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"Erato Melpomene", 2013 © Courtesy of the artist & Emerson Gallery

Schiffbauerdamm 19
10117 Berlin
February 9th, 2013 - March 23rd, 2013

(030)24 04 72 95
Tue - Fri 2-7pm, Sat 12-4pm
graphic works, found objects


In her latest solo exhibition in EMERSON Gallery Berlin the British artist and adopted Berliner, ANN NOËL (*1944 in Plymouth/UK)  combines and reconstitutes the disparate influences which have passed through and shaped her prolific body of work.

From her work with the legendary Something Else Press in the New York of the 1960s through a teaching stint at Harvard University and on to Berlin in the 1980s, Ann Noël has acted as a virtual picaro of the contemporary art scene, an un-prepoposing voice backstage shaping the course of a flurry of wild activity. From her background as a graphic artist and producer of art books, Ann Noël has participated in on-going developments of the Fluxus movement, concrete art, performance art and pop art, working with the likes of Emmett Williams, Alison Knowles, AY-O, Ben Patterson and Nam June Paik.

The center piece of her current exhibition consists of a new series of brightly colored, mid-sized geometric paintings floating atop the names of all nine muses and their companion Sappho, printed in crisp ancient Greek letters. At first glance, the relationship between the paintings and the ancient Greek names remains a mystery. The pictures work as abstract painting and playful pop icons. With time the game and the title of the exhibition become clear: More than a few of the art icons Ann Noël has encountered have dabbled with more or less serious in the art of Zen Buddhism, which may hold the key to grasping the paintings. The works are not intended to signify anything in particular. Rather, they provide a focal point of concentration where the viewer can let his or her mind wander, meditating or musing on anything which might happen to take his or her fancy.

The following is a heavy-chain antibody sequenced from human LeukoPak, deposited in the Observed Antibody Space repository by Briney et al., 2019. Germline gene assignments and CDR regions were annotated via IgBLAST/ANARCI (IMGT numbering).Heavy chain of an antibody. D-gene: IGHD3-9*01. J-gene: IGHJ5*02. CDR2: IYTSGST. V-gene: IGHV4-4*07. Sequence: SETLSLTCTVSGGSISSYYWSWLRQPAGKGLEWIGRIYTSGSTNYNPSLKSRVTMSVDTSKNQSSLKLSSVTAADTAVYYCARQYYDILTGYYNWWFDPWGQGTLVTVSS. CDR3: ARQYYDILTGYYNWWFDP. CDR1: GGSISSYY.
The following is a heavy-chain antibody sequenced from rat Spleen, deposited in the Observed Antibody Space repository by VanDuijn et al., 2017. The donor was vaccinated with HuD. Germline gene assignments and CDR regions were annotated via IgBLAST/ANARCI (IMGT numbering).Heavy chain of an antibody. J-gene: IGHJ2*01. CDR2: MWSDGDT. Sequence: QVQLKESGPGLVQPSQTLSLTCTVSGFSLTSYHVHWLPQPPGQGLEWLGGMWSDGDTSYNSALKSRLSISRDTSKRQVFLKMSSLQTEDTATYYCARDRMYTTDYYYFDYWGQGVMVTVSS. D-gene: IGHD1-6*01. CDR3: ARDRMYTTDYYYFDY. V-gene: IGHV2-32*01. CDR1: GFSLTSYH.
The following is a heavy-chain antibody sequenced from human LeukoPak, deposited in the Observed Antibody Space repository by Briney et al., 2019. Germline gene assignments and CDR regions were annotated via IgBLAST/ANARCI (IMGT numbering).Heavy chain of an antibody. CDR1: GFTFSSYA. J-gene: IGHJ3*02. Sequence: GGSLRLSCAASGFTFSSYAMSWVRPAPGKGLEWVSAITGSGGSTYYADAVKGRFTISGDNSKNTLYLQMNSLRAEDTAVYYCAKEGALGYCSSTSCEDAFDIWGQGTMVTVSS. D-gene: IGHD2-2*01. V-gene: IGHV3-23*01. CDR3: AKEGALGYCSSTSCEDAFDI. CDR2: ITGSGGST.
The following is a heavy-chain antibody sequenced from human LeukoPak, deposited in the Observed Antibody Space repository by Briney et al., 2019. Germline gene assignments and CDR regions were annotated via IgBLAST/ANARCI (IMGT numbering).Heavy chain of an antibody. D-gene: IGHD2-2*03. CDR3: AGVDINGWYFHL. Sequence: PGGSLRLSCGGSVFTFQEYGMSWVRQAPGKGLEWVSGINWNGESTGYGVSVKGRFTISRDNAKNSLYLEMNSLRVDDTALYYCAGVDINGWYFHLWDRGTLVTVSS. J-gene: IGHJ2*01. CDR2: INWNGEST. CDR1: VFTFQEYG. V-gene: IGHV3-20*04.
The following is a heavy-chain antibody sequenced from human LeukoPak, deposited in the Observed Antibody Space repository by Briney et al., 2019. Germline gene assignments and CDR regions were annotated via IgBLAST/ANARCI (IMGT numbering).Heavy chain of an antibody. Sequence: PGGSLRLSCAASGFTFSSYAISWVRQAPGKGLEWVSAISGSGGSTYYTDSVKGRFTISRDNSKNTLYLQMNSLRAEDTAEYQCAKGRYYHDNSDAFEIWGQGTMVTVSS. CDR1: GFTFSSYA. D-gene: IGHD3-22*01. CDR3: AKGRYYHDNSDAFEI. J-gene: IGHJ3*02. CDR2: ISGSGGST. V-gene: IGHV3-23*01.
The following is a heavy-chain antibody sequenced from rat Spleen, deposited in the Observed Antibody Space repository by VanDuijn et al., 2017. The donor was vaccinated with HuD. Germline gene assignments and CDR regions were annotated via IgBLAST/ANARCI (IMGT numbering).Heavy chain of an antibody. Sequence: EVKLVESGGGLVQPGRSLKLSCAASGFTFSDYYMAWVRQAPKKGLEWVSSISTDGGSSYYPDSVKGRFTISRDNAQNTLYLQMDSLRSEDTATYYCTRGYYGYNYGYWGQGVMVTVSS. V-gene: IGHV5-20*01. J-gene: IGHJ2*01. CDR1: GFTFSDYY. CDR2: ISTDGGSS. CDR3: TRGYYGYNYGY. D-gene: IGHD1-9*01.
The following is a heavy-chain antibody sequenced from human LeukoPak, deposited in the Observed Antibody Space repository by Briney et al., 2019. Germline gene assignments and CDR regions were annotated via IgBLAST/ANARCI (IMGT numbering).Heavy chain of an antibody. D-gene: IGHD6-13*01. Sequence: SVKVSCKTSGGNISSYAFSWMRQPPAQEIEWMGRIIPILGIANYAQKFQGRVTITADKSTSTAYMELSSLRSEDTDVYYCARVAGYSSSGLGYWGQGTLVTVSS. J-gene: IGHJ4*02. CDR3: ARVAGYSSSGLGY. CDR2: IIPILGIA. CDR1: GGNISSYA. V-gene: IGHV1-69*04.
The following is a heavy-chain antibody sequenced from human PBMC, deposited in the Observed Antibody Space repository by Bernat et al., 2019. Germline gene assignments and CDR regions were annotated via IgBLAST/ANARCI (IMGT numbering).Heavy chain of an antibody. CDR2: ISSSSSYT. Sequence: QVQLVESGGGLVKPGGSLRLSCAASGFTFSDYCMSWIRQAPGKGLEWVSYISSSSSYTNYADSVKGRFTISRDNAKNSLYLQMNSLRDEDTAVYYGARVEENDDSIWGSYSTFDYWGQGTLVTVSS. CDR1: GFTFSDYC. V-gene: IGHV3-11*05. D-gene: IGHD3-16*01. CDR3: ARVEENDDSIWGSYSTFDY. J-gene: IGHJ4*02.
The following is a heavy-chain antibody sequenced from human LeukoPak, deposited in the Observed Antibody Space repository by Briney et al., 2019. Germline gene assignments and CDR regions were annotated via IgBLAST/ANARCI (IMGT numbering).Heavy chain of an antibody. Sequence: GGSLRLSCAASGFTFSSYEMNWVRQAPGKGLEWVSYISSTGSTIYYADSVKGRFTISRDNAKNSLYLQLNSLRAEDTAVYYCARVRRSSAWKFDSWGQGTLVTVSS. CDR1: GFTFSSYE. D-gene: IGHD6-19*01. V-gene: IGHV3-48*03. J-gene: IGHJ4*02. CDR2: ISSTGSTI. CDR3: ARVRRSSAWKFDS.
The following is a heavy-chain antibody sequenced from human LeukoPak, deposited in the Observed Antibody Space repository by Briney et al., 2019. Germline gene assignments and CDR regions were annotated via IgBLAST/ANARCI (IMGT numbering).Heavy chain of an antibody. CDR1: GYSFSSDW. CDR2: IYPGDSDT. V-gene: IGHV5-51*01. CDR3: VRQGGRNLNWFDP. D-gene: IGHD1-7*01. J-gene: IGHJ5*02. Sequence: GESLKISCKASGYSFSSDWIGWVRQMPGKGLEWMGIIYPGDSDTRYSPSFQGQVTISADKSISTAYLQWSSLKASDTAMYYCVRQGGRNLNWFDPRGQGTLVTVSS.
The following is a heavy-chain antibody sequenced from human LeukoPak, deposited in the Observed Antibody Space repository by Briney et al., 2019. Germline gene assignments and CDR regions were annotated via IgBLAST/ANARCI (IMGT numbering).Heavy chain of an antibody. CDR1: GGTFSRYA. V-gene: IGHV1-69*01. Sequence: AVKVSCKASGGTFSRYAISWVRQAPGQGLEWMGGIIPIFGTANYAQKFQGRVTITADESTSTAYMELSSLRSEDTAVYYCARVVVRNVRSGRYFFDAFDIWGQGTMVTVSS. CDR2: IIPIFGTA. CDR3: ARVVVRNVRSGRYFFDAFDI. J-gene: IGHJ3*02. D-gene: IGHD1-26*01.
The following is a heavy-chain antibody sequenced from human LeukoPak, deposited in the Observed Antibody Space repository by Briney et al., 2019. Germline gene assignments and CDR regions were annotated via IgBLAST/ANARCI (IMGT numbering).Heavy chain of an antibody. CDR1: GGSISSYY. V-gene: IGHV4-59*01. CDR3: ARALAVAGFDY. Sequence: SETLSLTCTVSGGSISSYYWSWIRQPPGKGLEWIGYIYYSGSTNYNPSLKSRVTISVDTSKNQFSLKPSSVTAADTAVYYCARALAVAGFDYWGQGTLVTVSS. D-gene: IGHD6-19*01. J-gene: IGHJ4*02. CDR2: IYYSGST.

The exhibition is rounded off by various other graphic works involving diverse media and found objects. The works offer a counterpoint to the often pretentious application of Zen in the arts. Ann Noël’s work is most often playful, and blithely good natured. They offer the viewer the simple pleasure of letting our minds wander – often to surprising effect.